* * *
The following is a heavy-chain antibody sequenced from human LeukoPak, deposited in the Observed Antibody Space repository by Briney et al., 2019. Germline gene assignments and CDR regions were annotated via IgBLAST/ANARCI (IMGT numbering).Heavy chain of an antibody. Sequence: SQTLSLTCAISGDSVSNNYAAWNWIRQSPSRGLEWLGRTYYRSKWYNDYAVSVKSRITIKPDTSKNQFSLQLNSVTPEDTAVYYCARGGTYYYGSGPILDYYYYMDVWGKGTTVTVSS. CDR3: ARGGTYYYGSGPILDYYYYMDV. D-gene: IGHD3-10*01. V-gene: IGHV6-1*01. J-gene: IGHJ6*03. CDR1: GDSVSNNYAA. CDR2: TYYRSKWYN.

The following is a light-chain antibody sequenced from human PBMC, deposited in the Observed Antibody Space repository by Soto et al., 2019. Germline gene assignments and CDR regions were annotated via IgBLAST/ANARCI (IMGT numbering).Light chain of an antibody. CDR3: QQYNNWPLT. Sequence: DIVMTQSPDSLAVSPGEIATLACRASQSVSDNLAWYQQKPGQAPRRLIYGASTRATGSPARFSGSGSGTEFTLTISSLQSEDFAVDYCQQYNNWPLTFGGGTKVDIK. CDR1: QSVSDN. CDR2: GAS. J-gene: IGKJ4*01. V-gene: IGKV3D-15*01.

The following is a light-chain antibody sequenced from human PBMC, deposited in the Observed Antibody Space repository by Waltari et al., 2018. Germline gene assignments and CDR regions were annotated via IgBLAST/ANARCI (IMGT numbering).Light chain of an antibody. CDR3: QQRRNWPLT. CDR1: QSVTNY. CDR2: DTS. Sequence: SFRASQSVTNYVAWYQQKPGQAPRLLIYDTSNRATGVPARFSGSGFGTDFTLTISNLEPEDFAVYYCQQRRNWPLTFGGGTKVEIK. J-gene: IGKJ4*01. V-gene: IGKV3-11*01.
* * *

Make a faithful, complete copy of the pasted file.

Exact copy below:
The following is a heavy-chain antibody sequenced from human LeukoPak, deposited in the Observed Antibody Space repository by Briney et al., 2019. Germline gene assignments and CDR regions were annotated via IgBLAST/ANARCI (IMGT numbering).Heavy chain of an antibody. Sequence: SQTLSLTCAISGDSVSNNYAAWNWIRQSPSRGLEWLGRTYYRSKWYNDYAVSVKSRITIKPDTSKNQFSLQLNSVTPEDTAVYYCARGGTYYYGSGPILDYYYYMDVWGKGTTVTVSS. CDR3: ARGGTYYYGSGPILDYYYYMDV. D-gene: IGHD3-10*01. V-gene: IGHV6-1*01. J-gene: IGHJ6*03. CDR1: GDSVSNNYAA. CDR2: TYYRSKWYN.

The following is a light-chain antibody sequenced from human PBMC, deposited in the Observed Antibody Space repository by Soto et al., 2019. Germline gene assignments and CDR regions were annotated via IgBLAST/ANARCI (IMGT numbering).Light chain of an antibody. CDR3: QQYNNWPLT. Sequence: DIVMTQSPDSLAVSPGEIATLACRASQSVSDNLAWYQQKPGQAPRRLIYGASTRATGSPARFSGSGSGTEFTLTISSLQSEDFAVDYCQQYNNWPLTFGGGTKVDIK. CDR1: QSVSDN. CDR2: GAS. J-gene: IGKJ4*01. V-gene: IGKV3D-15*01.

The following is a light-chain antibody sequenced from human PBMC, deposited in the Observed Antibody Space repository by Waltari et al., 2018. Germline gene assignments and CDR regions were annotated via IgBLAST/ANARCI (IMGT numbering).Light chain of an antibody. CDR3: QQRRNWPLT. CDR1: QSVTNY. CDR2: DTS. Sequence: SFRASQSVTNYVAWYQQKPGQAPRLLIYDTSNRATGVPARFSGSGFGTDFTLTISNLEPEDFAVYYCQQRRNWPLTFGGGTKVEIK. J-gene: IGKJ4*01. V-gene: IGKV3-11*01.